INDIANAPOLIS - The Andrew Luck jerseys started popping up in Lucas Oil Stadium late last season.
Minutes after the Colts finally took the Stanford quarterback with the No. 1 draft pick in April, the jerseys were the hottest fashion in town.
Ever since, Indianapolis fans have been eagerly anticipating the day those impostors would step aside, the dress rehearsals would end and the new franchise quarterback would sprint onto his home field and start throwing meaningful passes. The wait ends Sunday.
"There will be a lot of energy," Luck said. "It will be a lot of fun to play in this stadium. Hopefully, it's fun for the fans."
Luck already has a sense of what to expect from the welcoming party for the Minnesota game.
When Colts officials moved a June mini-camp practice to the stadium, billed as a ticket-buying opportunity, an estimated 7,500 people showed up — most trying to catch a glimpse of the real No. 12. It was a virtual replay of his arrival the day after the draft when thousands more watched the No. 1 draft pick throw his first pass in Indy — to 9-year-old Holden Harless of Anderson, Ind., a longtime Peyton Manning fan who needed life-saving surgery to remove a tumor in his spinal cord three years earlier.
Luck made two preseason starts in Indy, which gave him a chance to see how seriously pro fans take these games.
"Even walking around it's interesting, hearing when people come up to you and say a couple of words, it's `Wow you know a lot about football, maybe too much about football, I can't answer that question,'" Luck said with a laugh. "It's been fun to see how in tune the fans are, to the offense and defense, different situations. I know it's a little different than it was at Stanford where folks weren't so into that part of the game."
Fans will hardly recognize this home team.
Most of the big names — Manning, Gary Brackett, Melvin Bullitt, Dallas Clark, Ryan Diem, Pierre Garcon and Jeff Saturday — have moved on.
Those that did stick around — Freeney, Robert Mathis and Reggie Wayne — will be found in new spots.
But as outsiders plan this big celebration, praise Luck and raise the expectations for what might be the most touted quarterback to enter the league since Manning, the Vikings (1-0) would rather become the purple party poopers.
"You've got to hit him. You've got to hit him," Minnesota defensive end Jared Allen said. "That's how you get to a young quarterback, not letting him get into a rhythm."
Allen knows all the tricks.
Last season, he won the NFL sacks title, set a franchise record (22) and was the major reason Minnesota shared the league lead with 50 sacks. Luck could be susceptible to a few more Sunday.
Last week, the Chicago Bears exploited Indy's biggest offensive weakness by sacking Luck three times and knocking Luck to the ground numerous other times. The Colts also are likely to play Sunday without left guard Joe Reitz (knee), could be without right tackle Winston Justice (concussion), too, and may need newly-signed guard Trai Essex to plug one of the holes. Essex signed with Indy after spending the past seven years in Pittsburgh — the last five with then Steelers and now Colts offensive coordinator Bruce Arians.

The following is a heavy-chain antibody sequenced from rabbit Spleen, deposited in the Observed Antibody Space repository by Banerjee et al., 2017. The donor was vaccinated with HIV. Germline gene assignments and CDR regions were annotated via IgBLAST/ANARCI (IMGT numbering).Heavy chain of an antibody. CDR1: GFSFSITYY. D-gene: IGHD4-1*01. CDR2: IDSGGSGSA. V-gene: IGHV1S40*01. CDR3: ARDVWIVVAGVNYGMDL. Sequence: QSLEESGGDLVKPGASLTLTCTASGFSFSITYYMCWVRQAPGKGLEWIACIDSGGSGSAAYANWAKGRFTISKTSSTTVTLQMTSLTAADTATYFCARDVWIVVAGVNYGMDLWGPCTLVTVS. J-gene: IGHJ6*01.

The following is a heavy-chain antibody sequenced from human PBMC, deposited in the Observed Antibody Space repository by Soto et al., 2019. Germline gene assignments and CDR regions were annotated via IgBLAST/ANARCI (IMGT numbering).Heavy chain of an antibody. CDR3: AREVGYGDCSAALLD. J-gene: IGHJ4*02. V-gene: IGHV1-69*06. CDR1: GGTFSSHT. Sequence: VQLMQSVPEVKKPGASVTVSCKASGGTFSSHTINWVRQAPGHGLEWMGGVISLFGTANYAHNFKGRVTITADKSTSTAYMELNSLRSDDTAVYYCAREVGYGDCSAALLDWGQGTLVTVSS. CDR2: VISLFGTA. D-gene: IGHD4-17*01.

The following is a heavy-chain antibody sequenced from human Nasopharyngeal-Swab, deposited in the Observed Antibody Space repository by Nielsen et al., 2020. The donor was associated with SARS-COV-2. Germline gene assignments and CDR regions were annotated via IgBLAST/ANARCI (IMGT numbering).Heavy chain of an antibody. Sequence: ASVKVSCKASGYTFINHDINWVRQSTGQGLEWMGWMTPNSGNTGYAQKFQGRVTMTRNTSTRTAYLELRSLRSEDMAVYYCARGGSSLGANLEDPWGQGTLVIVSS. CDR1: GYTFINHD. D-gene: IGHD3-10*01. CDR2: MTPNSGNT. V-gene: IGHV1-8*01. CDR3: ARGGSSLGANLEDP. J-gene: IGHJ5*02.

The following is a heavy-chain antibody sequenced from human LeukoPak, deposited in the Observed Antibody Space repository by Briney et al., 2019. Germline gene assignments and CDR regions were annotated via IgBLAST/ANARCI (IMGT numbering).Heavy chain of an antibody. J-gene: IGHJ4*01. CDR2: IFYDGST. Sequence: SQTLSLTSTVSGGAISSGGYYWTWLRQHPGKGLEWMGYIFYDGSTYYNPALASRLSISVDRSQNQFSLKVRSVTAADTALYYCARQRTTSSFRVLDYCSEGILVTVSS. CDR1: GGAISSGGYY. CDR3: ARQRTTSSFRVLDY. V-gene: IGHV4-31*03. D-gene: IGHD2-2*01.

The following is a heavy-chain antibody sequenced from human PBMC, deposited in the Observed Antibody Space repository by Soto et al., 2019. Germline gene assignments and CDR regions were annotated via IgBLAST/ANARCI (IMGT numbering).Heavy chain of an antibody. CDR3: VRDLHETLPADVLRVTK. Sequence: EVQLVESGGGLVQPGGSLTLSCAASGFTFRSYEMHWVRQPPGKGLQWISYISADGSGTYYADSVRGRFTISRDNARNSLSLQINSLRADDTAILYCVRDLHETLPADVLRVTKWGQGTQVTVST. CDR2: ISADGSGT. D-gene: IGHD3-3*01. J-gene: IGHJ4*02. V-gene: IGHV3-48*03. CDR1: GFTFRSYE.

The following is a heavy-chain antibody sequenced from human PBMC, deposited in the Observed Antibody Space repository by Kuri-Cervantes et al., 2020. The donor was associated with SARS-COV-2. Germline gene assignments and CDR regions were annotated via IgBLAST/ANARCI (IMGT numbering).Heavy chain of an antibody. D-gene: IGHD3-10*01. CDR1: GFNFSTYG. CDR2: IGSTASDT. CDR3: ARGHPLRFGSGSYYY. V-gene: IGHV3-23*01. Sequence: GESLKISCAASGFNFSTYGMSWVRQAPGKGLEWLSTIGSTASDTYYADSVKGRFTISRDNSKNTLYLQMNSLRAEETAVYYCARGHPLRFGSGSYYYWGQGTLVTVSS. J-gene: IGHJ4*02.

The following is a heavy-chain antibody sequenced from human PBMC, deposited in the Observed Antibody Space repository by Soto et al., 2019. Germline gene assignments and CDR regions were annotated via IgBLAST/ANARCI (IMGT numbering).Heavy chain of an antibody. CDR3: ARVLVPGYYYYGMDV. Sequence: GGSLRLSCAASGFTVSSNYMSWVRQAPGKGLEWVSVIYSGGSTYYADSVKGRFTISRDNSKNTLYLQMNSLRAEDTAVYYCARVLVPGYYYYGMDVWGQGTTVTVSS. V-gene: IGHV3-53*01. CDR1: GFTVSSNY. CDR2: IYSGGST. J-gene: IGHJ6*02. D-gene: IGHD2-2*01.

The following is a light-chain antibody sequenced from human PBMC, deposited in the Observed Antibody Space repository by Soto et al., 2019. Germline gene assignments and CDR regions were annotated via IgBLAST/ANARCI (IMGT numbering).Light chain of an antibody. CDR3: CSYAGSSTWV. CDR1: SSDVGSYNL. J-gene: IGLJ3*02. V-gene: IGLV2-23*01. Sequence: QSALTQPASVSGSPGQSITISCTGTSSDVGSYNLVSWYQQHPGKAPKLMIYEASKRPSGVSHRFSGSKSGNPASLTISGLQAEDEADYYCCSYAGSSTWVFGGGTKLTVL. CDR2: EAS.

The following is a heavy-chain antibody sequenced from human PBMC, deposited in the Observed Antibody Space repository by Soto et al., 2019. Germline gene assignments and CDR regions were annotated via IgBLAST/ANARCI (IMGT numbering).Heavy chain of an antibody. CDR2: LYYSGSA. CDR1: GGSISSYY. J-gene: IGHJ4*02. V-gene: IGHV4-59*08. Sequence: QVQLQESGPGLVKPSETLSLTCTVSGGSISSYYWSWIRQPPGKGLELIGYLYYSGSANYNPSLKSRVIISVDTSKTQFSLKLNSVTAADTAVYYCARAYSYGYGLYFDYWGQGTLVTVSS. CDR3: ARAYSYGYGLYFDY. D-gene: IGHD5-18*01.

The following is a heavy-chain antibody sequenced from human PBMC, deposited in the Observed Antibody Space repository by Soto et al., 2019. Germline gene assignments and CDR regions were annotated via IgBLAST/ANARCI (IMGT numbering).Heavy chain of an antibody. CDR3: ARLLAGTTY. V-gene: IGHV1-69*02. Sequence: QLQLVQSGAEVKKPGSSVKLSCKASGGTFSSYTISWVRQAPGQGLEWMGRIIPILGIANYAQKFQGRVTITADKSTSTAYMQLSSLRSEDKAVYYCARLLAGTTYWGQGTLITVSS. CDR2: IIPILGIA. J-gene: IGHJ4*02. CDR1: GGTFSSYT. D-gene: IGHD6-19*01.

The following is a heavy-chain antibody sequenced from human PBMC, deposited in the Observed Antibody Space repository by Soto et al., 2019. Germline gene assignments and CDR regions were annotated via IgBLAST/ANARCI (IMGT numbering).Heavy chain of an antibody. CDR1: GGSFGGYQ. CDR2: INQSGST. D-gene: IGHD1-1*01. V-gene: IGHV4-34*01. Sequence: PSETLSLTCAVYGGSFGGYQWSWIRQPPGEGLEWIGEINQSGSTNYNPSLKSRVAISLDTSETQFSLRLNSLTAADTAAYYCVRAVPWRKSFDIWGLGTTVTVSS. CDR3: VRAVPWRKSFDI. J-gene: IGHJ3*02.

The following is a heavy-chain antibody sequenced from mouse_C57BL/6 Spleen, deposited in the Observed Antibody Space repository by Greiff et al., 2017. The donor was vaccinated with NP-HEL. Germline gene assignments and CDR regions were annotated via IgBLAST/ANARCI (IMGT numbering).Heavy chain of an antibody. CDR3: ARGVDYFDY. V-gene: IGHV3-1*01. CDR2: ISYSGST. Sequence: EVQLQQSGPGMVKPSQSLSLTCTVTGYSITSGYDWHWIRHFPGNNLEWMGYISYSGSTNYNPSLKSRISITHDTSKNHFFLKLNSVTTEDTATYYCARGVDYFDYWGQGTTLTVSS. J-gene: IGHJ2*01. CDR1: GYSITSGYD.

But the Vikings are downplaying the perceived mismatch along the line.
"You don't want to misjudge what happened in the preseason or even in the first regular season game," Vikings coach Leslie Frazier said. "Most teams in our league, and I hope we're one of them, will improve that second week and we anticipate their offense and their offensive line being much improved this second week."
While most eyes inside Lucas Oil Stadium will be focused on Luck, those watching on television may be more intrigued by Adrian Peterson.
The Pro Bowl running back mystified experts by returning from ACL and MCL surgery for in about 8 1/2 months. In his first game back, Peterson carried 17 times for 84 yards and two touchdowns in an overtime victory and he looked like the same spectacular runner he was before surgery.
Skeptics insist it must be a mirage. Peterson, meanwhile, wants to prove Week 1 was no fluke.
"You've got to be able to trust it (the ACL) and know that the structure of the ligament is going to be strong, as strong as or stronger than the opposite ACL," Peterson said. "I think a lot of guys get caught up in that mental battle, thinking that maybe it's not healed all the way, or maybe it's not as strong. And then that comes back to bite them. So me, personally, I've just had in my mind that, you know, it's stronger than the right leg."
If Peterson is healthy and the Vikings generate a fierce pass rush, Minnesota could crash Sunday's party.
But the Colts believe they can turn Luck's home debut into the second-biggest football fiesta in Indy this year.
"Playing at home is huge. It's exciting. Our players are excited about it., our staff is excited about it, I'm excited about it," new Colts coach Chuck Pagano said. "Like I said, we've got to be able to come out and start fast and get the crowd into it."